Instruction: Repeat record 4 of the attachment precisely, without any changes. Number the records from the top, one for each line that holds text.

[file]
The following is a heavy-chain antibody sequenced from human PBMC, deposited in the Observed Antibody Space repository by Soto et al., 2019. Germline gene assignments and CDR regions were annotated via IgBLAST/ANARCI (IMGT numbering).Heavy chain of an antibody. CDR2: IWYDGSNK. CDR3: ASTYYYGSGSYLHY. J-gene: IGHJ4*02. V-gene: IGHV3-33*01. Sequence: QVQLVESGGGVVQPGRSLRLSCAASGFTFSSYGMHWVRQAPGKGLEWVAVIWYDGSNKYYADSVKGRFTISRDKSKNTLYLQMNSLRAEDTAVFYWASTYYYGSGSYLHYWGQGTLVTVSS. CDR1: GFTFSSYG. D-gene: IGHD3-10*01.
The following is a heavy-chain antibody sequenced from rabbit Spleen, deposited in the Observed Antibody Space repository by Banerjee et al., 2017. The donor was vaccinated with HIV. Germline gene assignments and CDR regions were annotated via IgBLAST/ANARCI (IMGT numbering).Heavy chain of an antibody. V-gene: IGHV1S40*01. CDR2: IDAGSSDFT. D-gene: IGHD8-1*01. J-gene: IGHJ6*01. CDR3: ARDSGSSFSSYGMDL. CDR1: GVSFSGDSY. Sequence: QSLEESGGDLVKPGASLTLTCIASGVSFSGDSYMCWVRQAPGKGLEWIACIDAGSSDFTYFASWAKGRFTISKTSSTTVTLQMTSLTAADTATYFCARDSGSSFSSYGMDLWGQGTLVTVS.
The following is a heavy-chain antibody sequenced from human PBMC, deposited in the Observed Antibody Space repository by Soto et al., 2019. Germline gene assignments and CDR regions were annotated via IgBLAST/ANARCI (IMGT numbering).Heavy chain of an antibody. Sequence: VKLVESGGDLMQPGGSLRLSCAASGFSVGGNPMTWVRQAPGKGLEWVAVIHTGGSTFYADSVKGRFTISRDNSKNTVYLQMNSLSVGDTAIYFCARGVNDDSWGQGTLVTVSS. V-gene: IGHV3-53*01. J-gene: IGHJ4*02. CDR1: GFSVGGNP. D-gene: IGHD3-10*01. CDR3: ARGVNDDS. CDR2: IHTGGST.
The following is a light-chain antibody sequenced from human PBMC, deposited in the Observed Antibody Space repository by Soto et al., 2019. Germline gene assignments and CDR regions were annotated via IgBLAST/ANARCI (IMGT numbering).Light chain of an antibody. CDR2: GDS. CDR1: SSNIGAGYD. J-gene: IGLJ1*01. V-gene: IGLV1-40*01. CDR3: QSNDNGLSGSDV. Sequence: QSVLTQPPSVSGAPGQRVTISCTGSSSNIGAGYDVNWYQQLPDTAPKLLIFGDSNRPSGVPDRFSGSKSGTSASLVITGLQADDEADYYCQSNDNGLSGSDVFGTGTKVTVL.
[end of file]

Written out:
The following is a light-chain antibody sequenced from human PBMC, deposited in the Observed Antibody Space repository by Soto et al., 2019. Germline gene assignments and CDR regions were annotated via IgBLAST/ANARCI (IMGT numbering).Light chain of an antibody. CDR2: GDS. CDR1: SSNIGAGYD. J-gene: IGLJ1*01. V-gene: IGLV1-40*01. CDR3: QSNDNGLSGSDV. Sequence: QSVLTQPPSVSGAPGQRVTISCTGSSSNIGAGYDVNWYQQLPDTAPKLLIFGDSNRPSGVPDRFSGSKSGTSASLVITGLQADDEADYYCQSNDNGLSGSDVFGTGTKVTVL.